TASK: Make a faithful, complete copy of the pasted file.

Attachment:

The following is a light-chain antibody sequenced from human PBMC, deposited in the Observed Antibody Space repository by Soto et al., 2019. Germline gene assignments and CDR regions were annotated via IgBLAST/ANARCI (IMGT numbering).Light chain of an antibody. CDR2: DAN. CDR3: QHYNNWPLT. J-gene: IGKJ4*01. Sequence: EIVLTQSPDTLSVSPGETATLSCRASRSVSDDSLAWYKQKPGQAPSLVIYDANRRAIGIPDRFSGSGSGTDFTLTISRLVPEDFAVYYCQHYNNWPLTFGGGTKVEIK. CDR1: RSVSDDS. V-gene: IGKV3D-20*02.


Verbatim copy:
The following is a light-chain antibody sequenced from human PBMC, deposited in the Observed Antibody Space repository by Soto et al., 2019. Germline gene assignments and CDR regions were annotated via IgBLAST/ANARCI (IMGT numbering).Light chain of an antibody. CDR2: DAN. CDR3: QHYNNWPLT. J-gene: IGKJ4*01. Sequence: EIVLTQSPDTLSVSPGETATLSCRASRSVSDDSLAWYKQKPGQAPSLVIYDANRRAIGIPDRFSGSGSGTDFTLTISRLVPEDFAVYYCQHYNNWPLTFGGGTKVEIK. CDR1: RSVSDDS. V-gene: IGKV3D-20*02.